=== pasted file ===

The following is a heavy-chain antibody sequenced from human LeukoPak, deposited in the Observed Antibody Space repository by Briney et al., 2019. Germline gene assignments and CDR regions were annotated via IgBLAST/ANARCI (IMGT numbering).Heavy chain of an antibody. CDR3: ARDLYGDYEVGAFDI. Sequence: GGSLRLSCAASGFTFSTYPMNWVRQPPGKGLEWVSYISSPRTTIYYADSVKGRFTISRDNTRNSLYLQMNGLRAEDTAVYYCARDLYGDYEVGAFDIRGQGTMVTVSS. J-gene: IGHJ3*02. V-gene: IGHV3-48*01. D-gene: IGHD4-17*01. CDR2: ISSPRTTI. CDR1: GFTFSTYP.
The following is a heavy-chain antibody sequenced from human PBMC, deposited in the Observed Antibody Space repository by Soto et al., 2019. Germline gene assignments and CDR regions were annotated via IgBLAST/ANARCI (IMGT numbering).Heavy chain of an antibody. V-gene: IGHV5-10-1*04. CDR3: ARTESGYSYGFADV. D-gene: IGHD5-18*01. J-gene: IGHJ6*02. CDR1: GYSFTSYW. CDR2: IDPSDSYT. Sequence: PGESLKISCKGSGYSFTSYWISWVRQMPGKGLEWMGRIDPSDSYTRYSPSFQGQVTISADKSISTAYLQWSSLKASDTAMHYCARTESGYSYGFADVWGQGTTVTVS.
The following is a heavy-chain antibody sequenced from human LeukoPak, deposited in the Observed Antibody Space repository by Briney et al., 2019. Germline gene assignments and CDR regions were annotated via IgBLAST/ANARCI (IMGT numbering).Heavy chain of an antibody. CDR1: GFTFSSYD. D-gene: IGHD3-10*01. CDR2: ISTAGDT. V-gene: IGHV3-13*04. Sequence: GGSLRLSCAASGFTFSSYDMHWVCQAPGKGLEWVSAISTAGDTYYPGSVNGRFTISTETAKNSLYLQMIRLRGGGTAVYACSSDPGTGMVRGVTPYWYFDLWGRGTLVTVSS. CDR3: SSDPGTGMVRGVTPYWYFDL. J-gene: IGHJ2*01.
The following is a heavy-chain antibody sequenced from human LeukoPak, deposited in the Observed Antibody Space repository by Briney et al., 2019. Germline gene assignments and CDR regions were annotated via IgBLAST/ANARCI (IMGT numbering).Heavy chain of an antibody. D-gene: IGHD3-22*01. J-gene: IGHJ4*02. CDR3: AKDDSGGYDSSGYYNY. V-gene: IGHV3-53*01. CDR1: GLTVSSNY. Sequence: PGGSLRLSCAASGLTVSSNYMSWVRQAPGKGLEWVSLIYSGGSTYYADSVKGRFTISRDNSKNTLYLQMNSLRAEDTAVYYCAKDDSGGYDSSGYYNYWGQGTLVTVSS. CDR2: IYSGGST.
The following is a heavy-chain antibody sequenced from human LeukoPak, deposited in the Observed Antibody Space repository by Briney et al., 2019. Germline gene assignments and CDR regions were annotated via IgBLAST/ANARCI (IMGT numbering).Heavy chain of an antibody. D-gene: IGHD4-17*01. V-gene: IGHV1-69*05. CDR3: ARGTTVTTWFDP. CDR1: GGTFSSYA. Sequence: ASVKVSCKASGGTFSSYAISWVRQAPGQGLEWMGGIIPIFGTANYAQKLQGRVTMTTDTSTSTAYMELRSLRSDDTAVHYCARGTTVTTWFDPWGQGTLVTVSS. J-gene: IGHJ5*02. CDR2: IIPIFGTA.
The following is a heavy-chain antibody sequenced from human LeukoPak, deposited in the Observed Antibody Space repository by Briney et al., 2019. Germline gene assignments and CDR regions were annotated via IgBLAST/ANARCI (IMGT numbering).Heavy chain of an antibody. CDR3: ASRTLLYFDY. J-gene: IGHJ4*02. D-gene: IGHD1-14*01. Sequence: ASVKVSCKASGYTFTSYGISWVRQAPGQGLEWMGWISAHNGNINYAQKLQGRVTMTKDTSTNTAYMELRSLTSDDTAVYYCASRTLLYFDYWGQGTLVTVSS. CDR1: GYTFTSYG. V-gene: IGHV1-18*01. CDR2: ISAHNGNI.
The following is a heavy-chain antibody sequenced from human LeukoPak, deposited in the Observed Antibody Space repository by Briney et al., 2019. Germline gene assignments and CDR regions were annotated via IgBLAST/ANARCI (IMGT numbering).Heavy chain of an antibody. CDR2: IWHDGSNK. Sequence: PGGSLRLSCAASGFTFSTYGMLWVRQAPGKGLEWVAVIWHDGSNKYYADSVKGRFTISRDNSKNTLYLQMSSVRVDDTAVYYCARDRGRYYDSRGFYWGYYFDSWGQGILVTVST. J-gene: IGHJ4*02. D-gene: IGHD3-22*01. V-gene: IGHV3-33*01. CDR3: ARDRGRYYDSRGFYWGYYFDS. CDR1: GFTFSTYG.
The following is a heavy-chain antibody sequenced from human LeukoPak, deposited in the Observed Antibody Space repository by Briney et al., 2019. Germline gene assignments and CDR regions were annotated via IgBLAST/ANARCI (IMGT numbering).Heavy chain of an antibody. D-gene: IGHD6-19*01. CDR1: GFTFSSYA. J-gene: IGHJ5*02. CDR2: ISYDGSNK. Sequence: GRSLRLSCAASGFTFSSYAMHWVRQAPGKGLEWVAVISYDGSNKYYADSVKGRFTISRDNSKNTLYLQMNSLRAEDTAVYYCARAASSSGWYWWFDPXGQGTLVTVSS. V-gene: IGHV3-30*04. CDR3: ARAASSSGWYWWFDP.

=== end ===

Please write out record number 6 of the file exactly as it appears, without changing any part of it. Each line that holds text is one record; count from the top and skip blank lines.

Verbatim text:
The following is a heavy-chain antibody sequenced from human LeukoPak, deposited in the Observed Antibody Space repository by Briney et al., 2019. Germline gene assignments and CDR regions were annotated via IgBLAST/ANARCI (IMGT numbering).Heavy chain of an antibody. CDR3: ASRTLLYFDY. J-gene: IGHJ4*02. D-gene: IGHD1-14*01. Sequence: ASVKVSCKASGYTFTSYGISWVRQAPGQGLEWMGWISAHNGNINYAQKLQGRVTMTKDTSTNTAYMELRSLTSDDTAVYYCASRTLLYFDYWGQGTLVTVSS. CDR1: GYTFTSYG. V-gene: IGHV1-18*01. CDR2: ISAHNGNI.